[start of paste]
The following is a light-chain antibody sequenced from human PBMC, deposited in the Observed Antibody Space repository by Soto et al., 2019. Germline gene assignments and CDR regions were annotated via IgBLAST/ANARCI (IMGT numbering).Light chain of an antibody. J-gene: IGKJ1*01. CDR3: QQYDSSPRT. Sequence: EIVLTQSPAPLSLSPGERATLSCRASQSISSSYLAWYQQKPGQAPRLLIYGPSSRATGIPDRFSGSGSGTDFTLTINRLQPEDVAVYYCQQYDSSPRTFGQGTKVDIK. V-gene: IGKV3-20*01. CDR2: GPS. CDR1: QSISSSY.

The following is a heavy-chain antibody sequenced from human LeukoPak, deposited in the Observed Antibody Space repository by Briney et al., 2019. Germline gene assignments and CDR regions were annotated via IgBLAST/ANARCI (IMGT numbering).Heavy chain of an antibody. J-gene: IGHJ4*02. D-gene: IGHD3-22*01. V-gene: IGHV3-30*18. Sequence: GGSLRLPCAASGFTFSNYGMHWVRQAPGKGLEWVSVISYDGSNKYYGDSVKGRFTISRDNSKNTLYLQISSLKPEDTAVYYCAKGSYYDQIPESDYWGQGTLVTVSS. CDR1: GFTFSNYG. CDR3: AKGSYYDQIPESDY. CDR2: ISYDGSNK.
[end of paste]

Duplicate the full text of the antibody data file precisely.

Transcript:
The following is a light-chain antibody sequenced from human PBMC, deposited in the Observed Antibody Space repository by Soto et al., 2019. Germline gene assignments and CDR regions were annotated via IgBLAST/ANARCI (IMGT numbering).Light chain of an antibody. J-gene: IGKJ1*01. CDR3: QQYDSSPRT. Sequence: EIVLTQSPAPLSLSPGERATLSCRASQSISSSYLAWYQQKPGQAPRLLIYGPSSRATGIPDRFSGSGSGTDFTLTINRLQPEDVAVYYCQQYDSSPRTFGQGTKVDIK. V-gene: IGKV3-20*01. CDR2: GPS. CDR1: QSISSSY.

The following is a heavy-chain antibody sequenced from human LeukoPak, deposited in the Observed Antibody Space repository by Briney et al., 2019. Germline gene assignments and CDR regions were annotated via IgBLAST/ANARCI (IMGT numbering).Heavy chain of an antibody. J-gene: IGHJ4*02. D-gene: IGHD3-22*01. V-gene: IGHV3-30*18. Sequence: GGSLRLPCAASGFTFSNYGMHWVRQAPGKGLEWVSVISYDGSNKYYGDSVKGRFTISRDNSKNTLYLQISSLKPEDTAVYYCAKGSYYDQIPESDYWGQGTLVTVSS. CDR1: GFTFSNYG. CDR3: AKGSYYDQIPESDY. CDR2: ISYDGSNK.